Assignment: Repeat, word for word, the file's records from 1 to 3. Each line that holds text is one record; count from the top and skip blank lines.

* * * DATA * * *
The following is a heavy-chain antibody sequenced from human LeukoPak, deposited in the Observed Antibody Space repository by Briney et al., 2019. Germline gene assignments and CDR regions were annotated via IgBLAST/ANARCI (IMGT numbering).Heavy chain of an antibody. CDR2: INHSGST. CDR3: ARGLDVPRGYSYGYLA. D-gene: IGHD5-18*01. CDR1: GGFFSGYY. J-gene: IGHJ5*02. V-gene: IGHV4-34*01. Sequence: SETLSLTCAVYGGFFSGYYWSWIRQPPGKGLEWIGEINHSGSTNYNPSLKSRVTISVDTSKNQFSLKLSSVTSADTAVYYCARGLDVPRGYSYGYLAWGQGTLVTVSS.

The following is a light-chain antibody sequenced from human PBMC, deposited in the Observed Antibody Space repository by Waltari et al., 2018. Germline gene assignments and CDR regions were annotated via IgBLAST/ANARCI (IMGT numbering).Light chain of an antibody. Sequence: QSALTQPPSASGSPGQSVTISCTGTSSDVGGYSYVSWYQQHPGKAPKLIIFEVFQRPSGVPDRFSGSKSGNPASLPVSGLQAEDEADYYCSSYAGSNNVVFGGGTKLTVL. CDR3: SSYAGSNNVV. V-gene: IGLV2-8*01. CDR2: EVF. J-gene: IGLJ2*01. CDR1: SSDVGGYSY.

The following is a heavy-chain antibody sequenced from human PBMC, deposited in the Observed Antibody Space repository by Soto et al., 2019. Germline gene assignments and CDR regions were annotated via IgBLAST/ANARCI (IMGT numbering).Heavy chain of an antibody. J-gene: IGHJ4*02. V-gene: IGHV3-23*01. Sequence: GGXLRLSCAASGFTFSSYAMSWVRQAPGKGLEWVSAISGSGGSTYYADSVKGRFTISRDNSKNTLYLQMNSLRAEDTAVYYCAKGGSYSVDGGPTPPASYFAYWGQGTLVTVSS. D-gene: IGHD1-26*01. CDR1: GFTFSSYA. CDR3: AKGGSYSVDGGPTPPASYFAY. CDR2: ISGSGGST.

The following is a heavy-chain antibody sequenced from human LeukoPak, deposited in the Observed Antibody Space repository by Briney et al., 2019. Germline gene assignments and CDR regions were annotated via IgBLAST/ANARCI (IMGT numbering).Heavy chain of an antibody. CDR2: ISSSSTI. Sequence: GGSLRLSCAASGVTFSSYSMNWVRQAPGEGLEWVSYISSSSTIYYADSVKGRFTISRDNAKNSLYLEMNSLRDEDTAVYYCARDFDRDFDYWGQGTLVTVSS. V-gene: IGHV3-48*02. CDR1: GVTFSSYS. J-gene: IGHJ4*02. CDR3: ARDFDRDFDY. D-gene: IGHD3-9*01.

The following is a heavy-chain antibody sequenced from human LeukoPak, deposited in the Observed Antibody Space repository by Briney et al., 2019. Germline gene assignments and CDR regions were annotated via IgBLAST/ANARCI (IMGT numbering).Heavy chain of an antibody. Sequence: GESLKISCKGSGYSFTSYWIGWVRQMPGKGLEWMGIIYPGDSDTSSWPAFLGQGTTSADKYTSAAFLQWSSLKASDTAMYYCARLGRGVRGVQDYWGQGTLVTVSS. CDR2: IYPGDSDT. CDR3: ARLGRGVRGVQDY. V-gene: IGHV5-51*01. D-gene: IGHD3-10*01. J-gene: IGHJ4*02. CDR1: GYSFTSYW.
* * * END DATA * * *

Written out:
The following is a heavy-chain antibody sequenced from human LeukoPak, deposited in the Observed Antibody Space repository by Briney et al., 2019. Germline gene assignments and CDR regions were annotated via IgBLAST/ANARCI (IMGT numbering).Heavy chain of an antibody. CDR2: INHSGST. CDR3: ARGLDVPRGYSYGYLA. D-gene: IGHD5-18*01. CDR1: GGFFSGYY. J-gene: IGHJ5*02. V-gene: IGHV4-34*01. Sequence: SETLSLTCAVYGGFFSGYYWSWIRQPPGKGLEWIGEINHSGSTNYNPSLKSRVTISVDTSKNQFSLKLSSVTSADTAVYYCARGLDVPRGYSYGYLAWGQGTLVTVSS.

The following is a light-chain antibody sequenced from human PBMC, deposited in the Observed Antibody Space repository by Waltari et al., 2018. Germline gene assignments and CDR regions were annotated via IgBLAST/ANARCI (IMGT numbering).Light chain of an antibody. Sequence: QSALTQPPSASGSPGQSVTISCTGTSSDVGGYSYVSWYQQHPGKAPKLIIFEVFQRPSGVPDRFSGSKSGNPASLPVSGLQAEDEADYYCSSYAGSNNVVFGGGTKLTVL. CDR3: SSYAGSNNVV. V-gene: IGLV2-8*01. CDR2: EVF. J-gene: IGLJ2*01. CDR1: SSDVGGYSY.

The following is a heavy-chain antibody sequenced from human PBMC, deposited in the Observed Antibody Space repository by Soto et al., 2019. Germline gene assignments and CDR regions were annotated via IgBLAST/ANARCI (IMGT numbering).Heavy chain of an antibody. J-gene: IGHJ4*02. V-gene: IGHV3-23*01. Sequence: GGXLRLSCAASGFTFSSYAMSWVRQAPGKGLEWVSAISGSGGSTYYADSVKGRFTISRDNSKNTLYLQMNSLRAEDTAVYYCAKGGSYSVDGGPTPPASYFAYWGQGTLVTVSS. D-gene: IGHD1-26*01. CDR1: GFTFSSYA. CDR3: AKGGSYSVDGGPTPPASYFAY. CDR2: ISGSGGST.